Ashoka (Saraca Indica)

Ashoka dispels women’s grief

Ashoka (Saraca indica) is a medium-sized evergreen tree which is found throughout the India subcontinent — more commonly in the central and eastern Himalayas and also along the western ghats. This tree is often confused with the tall, and ornamental tree, botanically known as Polyalthia longifolia. The use of Ashoka as medicine was known to Indians since ancient times. References in this regard are found even in the Ramayana. Some of the leading lights of Ayurveda, who have had the first-hand clinical experience with Ashoka, include Charak, Sushruta and Bhavamishra.

Ashoka is highly acclaimed for its utility in gynaecological problems. it has been described as kashaya (astringent) and tikta (bitter) in taste and laghu (light) and rooksha (dry) in effect. The bark, leaves, flowers and seeds of the plant are of medicinal value. The main chemical constituents of the bark are tannin, catechol, an essential oil, organic calcium and iron compounds. Ayurvedic texts describe more than 50 preparations for the treatment of a variety of ailments in which its stem bark is used as one of the main ingredients.

The herb stimulates the uterus, making helpful contractions more frequent and prolonged. Ashoka also has an astringent but stimulating effect on the endometrium, and the ovarian tissues, and is useful in many gynaecological problems such as uterine bleeding associated with fibroids and the treatment of leucorrhoea. It is used with success in cases of internal bleeding, piles and haemorrhagic dysentry.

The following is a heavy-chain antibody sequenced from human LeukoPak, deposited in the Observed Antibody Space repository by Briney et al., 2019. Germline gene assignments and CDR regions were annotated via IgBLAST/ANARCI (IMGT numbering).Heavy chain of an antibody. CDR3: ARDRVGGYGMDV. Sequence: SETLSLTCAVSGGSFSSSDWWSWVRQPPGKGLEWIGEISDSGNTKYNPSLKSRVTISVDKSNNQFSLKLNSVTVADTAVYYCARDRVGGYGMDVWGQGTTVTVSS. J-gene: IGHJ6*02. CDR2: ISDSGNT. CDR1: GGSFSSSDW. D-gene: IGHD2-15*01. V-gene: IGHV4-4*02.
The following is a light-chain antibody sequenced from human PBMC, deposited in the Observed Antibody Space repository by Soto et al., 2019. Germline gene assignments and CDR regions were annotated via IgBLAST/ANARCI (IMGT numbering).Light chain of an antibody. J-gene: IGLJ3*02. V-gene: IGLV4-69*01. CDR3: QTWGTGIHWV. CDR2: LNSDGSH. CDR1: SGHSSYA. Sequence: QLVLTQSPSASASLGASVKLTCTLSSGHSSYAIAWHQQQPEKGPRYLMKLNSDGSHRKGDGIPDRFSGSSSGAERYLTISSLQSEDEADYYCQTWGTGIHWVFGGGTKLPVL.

Ashoka has been efficacious in regularising menstrual disturbances without producing any side-effect. Its effect on the ovarian tissue may produce an oestrogen-like activity that enhances the repair of the endometrium and stops bleeding. In metrorrhagia, in addition to decreasing the uterine bleeding, it regularises the interval between two cycles. Besides treating the symptoms of fatigue and generalised weakness, the use of Ashoka provides immense relief from painful menses, the premenstrual syndrome and non-specific white discharge.

The daily full dose of the powder of the Ashoka bark is up to 10 gm in three divided doses in a day. However, a decoction of it can also be prepared by boiling it in water. The famous classic Ayurvedic medicine Ashokarishta and Pushyanug Churna contain Ashoka and are in use for several centuries for several problems of women. However, Ashoka should be given with caution in thrombotic disorders.

http://www.tribuneindia.com/2001/20010620/health.htm#2

    • charlotte
    • July 16th, 2013

    It is bitter and the taste can stay in your mouth for two days if not prepared correctly. I do not know if I am preparing the herb correctly but if it does all that it says it can do I need to try. When I notice results I will post again. If their are others who know how to prepare it without getting a horrible aftertaste or have a feeling of nausea please let me know by email. Thanks cs

  1. No trackbacks yet.

Leave a Reply

Fill in your details below or click an icon to log in:

WordPress.com Logo

You are commenting using your WordPress.com account. Log Out / Change )

Twitter picture

You are commenting using your Twitter account. Log Out / Change )

Facebook photo

You are commenting using your Facebook account. Log Out / Change )

Google+ photo

You are commenting using your Google+ account. Log Out / Change )

Connecting to %s

Follow

Get every new post delivered to your Inbox.

%d bloggers like this: